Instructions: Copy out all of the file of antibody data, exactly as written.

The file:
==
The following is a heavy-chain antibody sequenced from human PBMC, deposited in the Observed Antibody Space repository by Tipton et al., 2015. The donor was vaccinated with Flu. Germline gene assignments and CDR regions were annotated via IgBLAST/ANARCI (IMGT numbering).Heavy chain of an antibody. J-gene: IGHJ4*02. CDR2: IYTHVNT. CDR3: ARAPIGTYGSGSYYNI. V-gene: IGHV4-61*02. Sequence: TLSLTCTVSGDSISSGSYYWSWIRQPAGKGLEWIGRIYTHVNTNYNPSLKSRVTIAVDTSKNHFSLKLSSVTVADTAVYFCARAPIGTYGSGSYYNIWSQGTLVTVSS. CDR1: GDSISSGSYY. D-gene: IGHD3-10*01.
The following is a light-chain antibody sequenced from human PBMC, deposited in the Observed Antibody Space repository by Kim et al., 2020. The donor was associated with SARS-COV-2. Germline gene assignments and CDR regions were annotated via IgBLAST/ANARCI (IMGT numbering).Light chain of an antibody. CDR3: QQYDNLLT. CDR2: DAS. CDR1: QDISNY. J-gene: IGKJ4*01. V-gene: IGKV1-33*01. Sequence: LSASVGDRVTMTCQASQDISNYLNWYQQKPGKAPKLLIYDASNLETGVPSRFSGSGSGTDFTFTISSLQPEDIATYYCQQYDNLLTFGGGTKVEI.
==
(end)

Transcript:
The following is a heavy-chain antibody sequenced from human PBMC, deposited in the Observed Antibody Space repository by Tipton et al., 2015. The donor was vaccinated with Flu. Germline gene assignments and CDR regions were annotated via IgBLAST/ANARCI (IMGT numbering).Heavy chain of an antibody. J-gene: IGHJ4*02. CDR2: IYTHVNT. CDR3: ARAPIGTYGSGSYYNI. V-gene: IGHV4-61*02. Sequence: TLSLTCTVSGDSISSGSYYWSWIRQPAGKGLEWIGRIYTHVNTNYNPSLKSRVTIAVDTSKNHFSLKLSSVTVADTAVYFCARAPIGTYGSGSYYNIWSQGTLVTVSS. CDR1: GDSISSGSYY. D-gene: IGHD3-10*01.
The following is a light-chain antibody sequenced from human PBMC, deposited in the Observed Antibody Space repository by Kim et al., 2020. The donor was associated with SARS-COV-2. Germline gene assignments and CDR regions were annotated via IgBLAST/ANARCI (IMGT numbering).Light chain of an antibody. CDR3: QQYDNLLT. CDR2: DAS. CDR1: QDISNY. J-gene: IGKJ4*01. V-gene: IGKV1-33*01. Sequence: LSASVGDRVTMTCQASQDISNYLNWYQQKPGKAPKLLIYDASNLETGVPSRFSGSGSGTDFTFTISSLQPEDIATYYCQQYDNLLTFGGGTKVEI.